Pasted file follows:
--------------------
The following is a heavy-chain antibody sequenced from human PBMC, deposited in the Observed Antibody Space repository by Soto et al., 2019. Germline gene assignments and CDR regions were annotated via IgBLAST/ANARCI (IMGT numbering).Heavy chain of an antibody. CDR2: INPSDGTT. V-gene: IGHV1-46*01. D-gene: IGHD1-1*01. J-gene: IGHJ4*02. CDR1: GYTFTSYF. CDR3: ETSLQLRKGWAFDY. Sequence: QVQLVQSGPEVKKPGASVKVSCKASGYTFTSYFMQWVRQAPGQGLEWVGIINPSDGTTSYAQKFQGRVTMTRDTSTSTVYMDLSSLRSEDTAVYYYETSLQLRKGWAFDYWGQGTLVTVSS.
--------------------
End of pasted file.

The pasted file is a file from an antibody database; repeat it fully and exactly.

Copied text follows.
The following is a heavy-chain antibody sequenced from human PBMC, deposited in the Observed Antibody Space repository by Soto et al., 2019. Germline gene assignments and CDR regions were annotated via IgBLAST/ANARCI (IMGT numbering).Heavy chain of an antibody. CDR2: INPSDGTT. V-gene: IGHV1-46*01. D-gene: IGHD1-1*01. J-gene: IGHJ4*02. CDR1: GYTFTSYF. CDR3: ETSLQLRKGWAFDY. Sequence: QVQLVQSGPEVKKPGASVKVSCKASGYTFTSYFMQWVRQAPGQGLEWVGIINPSDGTTSYAQKFQGRVTMTRDTSTSTVYMDLSSLRSEDTAVYYYETSLQLRKGWAFDYWGQGTLVTVSS.